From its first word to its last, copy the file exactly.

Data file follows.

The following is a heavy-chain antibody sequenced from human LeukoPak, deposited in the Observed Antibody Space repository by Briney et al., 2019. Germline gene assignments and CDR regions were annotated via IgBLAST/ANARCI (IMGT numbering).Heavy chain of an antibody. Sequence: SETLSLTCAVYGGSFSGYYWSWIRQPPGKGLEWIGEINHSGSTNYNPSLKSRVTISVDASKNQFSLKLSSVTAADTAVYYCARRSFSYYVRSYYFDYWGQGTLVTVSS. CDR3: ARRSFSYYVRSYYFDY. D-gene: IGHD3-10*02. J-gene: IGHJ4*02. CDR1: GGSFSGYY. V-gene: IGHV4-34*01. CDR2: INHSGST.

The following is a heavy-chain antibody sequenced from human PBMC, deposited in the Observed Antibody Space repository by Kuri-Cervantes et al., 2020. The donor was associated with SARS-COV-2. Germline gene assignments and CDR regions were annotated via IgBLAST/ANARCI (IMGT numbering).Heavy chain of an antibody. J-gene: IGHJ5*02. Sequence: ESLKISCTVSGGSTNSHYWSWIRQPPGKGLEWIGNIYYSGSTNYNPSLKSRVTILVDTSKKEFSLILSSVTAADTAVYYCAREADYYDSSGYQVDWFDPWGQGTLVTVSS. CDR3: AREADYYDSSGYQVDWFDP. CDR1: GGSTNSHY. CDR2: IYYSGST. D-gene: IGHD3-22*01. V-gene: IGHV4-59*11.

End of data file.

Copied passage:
The following is a heavy-chain antibody sequenced from human LeukoPak, deposited in the Observed Antibody Space repository by Briney et al., 2019. Germline gene assignments and CDR regions were annotated via IgBLAST/ANARCI (IMGT numbering).Heavy chain of an antibody. Sequence: SETLSLTCAVYGGSFSGYYWSWIRQPPGKGLEWIGEINHSGSTNYNPSLKSRVTISVDASKNQFSLKLSSVTAADTAVYYCARRSFSYYVRSYYFDYWGQGTLVTVSS. CDR3: ARRSFSYYVRSYYFDY. D-gene: IGHD3-10*02. J-gene: IGHJ4*02. CDR1: GGSFSGYY. V-gene: IGHV4-34*01. CDR2: INHSGST.

The following is a heavy-chain antibody sequenced from human PBMC, deposited in the Observed Antibody Space repository by Kuri-Cervantes et al., 2020. The donor was associated with SARS-COV-2. Germline gene assignments and CDR regions were annotated via IgBLAST/ANARCI (IMGT numbering).Heavy chain of an antibody. J-gene: IGHJ5*02. Sequence: ESLKISCTVSGGSTNSHYWSWIRQPPGKGLEWIGNIYYSGSTNYNPSLKSRVTILVDTSKKEFSLILSSVTAADTAVYYCAREADYYDSSGYQVDWFDPWGQGTLVTVSS. CDR3: AREADYYDSSGYQVDWFDP. CDR1: GGSTNSHY. CDR2: IYYSGST. D-gene: IGHD3-22*01. V-gene: IGHV4-59*11.